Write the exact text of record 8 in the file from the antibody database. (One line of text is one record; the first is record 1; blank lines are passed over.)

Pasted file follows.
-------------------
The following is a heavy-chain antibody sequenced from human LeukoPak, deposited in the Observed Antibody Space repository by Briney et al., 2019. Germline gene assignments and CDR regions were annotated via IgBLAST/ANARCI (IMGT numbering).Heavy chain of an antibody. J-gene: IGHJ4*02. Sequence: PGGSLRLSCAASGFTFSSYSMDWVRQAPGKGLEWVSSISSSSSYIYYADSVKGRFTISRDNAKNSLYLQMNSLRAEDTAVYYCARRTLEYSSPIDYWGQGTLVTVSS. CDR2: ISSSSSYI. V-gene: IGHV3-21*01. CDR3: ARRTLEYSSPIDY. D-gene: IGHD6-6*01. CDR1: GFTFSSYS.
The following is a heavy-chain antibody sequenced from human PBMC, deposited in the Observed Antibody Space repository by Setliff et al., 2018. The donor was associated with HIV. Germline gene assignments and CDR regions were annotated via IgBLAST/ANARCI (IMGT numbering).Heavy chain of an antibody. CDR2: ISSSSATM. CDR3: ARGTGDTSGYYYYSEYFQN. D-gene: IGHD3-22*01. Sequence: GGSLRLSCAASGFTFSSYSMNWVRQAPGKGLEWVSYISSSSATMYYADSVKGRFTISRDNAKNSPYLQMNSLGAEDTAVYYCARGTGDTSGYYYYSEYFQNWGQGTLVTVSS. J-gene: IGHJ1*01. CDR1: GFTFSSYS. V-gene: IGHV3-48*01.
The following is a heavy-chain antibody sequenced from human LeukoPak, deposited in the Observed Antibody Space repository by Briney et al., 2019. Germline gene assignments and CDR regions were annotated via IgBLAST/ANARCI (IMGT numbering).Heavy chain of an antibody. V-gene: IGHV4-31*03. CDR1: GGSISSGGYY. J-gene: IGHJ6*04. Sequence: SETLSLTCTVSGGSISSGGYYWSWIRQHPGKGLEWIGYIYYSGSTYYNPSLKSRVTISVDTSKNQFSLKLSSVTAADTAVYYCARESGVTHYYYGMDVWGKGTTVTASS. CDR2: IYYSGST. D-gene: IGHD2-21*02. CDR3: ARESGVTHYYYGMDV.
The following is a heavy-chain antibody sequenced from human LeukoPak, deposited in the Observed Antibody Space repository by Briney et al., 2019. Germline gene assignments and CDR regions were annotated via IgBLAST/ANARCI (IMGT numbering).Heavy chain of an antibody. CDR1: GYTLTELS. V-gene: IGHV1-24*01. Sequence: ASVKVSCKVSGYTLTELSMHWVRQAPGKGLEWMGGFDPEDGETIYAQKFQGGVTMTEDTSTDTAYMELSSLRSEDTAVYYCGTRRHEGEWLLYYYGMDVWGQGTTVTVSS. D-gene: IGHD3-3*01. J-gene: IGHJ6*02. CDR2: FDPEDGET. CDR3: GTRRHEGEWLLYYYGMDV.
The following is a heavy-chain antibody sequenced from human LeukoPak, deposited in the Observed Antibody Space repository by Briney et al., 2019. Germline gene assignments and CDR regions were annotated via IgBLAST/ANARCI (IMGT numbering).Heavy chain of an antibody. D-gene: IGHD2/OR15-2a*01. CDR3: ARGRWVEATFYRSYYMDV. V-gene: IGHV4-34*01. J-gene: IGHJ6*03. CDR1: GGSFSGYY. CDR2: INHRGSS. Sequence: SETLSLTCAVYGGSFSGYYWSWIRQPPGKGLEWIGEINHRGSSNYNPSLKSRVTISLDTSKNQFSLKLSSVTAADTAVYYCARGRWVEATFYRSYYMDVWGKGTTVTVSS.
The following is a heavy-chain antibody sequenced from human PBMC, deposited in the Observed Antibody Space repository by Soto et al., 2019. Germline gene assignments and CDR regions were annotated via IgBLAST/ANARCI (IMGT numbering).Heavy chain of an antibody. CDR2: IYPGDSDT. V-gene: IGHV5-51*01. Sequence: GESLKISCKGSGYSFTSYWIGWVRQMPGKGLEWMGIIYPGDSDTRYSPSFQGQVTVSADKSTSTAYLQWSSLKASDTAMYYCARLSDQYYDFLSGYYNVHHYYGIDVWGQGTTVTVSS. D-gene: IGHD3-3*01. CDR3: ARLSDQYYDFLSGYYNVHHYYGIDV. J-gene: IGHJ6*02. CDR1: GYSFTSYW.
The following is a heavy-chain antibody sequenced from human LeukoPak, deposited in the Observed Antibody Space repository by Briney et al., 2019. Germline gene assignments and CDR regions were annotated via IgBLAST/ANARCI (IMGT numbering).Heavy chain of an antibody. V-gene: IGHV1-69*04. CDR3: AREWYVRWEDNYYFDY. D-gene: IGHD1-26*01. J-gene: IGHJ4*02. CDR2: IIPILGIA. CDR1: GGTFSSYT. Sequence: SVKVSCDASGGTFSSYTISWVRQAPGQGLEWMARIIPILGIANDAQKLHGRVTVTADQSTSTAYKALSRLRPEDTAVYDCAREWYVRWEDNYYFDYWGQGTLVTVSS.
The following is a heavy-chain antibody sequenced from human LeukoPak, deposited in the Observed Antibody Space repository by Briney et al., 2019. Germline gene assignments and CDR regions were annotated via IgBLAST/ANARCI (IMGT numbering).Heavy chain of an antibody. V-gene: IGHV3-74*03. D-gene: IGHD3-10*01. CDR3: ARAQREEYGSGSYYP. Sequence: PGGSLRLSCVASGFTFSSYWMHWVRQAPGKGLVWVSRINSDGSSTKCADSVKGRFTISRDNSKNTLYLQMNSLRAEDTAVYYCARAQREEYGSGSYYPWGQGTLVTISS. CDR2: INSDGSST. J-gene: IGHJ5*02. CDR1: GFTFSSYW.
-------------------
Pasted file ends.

The following is a heavy-chain antibody sequenced from human LeukoPak, deposited in the Observed Antibody Space repository by Briney et al., 2019. Germline gene assignments and CDR regions were annotated via IgBLAST/ANARCI (IMGT numbering).Heavy chain of an antibody. V-gene: IGHV3-74*03. D-gene: IGHD3-10*01. CDR3: ARAQREEYGSGSYYP. Sequence: PGGSLRLSCVASGFTFSSYWMHWVRQAPGKGLVWVSRINSDGSSTKCADSVKGRFTISRDNSKNTLYLQMNSLRAEDTAVYYCARAQREEYGSGSYYPWGQGTLVTISS. CDR2: INSDGSST. J-gene: IGHJ5*02. CDR1: GFTFSSYW.